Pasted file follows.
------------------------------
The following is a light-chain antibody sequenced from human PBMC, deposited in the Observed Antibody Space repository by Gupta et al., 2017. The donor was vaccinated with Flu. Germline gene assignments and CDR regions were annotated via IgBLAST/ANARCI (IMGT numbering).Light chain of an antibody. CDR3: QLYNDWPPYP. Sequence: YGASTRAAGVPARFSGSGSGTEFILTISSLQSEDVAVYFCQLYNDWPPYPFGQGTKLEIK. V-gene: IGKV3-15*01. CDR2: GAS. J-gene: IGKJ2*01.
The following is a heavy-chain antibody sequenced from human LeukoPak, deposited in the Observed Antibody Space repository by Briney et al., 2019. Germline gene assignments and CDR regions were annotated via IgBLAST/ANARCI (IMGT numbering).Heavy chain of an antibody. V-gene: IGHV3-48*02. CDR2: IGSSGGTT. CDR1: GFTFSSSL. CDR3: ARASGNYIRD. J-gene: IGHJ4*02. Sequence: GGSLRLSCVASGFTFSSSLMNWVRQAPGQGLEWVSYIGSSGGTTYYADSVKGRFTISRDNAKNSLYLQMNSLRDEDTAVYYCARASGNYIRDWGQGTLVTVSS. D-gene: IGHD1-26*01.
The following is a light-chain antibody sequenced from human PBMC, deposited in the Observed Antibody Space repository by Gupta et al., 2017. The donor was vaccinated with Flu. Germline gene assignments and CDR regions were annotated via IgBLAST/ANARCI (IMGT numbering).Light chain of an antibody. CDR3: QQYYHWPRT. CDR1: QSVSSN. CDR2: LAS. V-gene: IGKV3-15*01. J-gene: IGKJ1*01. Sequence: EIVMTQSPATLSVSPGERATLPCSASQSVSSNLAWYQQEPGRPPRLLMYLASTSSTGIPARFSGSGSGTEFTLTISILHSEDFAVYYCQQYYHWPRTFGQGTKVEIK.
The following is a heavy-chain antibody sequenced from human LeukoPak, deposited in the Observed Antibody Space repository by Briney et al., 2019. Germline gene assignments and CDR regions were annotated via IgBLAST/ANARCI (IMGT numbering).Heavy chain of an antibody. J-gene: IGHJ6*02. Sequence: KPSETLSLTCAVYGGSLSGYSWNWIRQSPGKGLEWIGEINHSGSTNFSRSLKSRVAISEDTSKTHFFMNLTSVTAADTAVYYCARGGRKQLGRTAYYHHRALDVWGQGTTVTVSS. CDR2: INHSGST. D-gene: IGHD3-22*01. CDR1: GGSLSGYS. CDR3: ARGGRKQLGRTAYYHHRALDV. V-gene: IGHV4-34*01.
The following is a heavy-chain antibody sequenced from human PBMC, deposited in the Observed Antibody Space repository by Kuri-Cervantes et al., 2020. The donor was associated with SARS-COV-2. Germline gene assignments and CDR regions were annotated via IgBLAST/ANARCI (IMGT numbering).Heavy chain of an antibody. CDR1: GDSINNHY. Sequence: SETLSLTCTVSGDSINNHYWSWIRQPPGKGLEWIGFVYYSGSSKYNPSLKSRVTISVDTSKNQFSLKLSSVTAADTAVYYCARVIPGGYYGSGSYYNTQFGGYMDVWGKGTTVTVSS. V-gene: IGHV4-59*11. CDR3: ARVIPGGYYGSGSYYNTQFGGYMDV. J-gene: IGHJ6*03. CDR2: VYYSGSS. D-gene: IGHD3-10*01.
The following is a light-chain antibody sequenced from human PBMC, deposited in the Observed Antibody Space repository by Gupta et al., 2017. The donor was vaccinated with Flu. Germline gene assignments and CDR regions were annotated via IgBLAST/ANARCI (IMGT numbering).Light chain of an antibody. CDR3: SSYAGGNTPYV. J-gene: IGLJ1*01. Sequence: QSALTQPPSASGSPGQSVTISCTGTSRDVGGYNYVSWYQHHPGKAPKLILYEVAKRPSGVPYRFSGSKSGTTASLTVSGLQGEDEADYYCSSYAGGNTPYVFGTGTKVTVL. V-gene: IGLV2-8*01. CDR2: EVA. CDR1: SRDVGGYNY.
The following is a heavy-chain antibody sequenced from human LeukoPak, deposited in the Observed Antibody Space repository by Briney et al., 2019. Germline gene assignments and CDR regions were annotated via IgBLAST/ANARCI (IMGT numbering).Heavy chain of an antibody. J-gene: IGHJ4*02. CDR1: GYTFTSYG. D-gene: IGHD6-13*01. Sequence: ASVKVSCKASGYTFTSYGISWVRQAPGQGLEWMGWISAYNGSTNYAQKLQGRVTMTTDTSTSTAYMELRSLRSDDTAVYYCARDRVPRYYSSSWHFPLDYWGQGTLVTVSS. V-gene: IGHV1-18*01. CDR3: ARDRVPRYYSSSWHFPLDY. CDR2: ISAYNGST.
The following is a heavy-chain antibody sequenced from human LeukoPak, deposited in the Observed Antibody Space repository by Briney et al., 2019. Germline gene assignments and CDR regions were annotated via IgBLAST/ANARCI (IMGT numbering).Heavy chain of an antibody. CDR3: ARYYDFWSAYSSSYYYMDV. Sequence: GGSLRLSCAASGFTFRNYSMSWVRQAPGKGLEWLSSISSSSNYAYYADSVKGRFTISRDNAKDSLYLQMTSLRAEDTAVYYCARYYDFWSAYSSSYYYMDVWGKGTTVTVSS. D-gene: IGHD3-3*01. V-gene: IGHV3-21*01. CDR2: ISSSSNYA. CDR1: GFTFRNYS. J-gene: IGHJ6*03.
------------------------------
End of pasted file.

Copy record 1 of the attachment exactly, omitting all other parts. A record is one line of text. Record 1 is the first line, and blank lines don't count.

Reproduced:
The following is a light-chain antibody sequenced from human PBMC, deposited in the Observed Antibody Space repository by Gupta et al., 2017. The donor was vaccinated with Flu. Germline gene assignments and CDR regions were annotated via IgBLAST/ANARCI (IMGT numbering).Light chain of an antibody. CDR3: QLYNDWPPYP. Sequence: YGASTRAAGVPARFSGSGSGTEFILTISSLQSEDVAVYFCQLYNDWPPYPFGQGTKLEIK. V-gene: IGKV3-15*01. CDR2: GAS. J-gene: IGKJ2*01.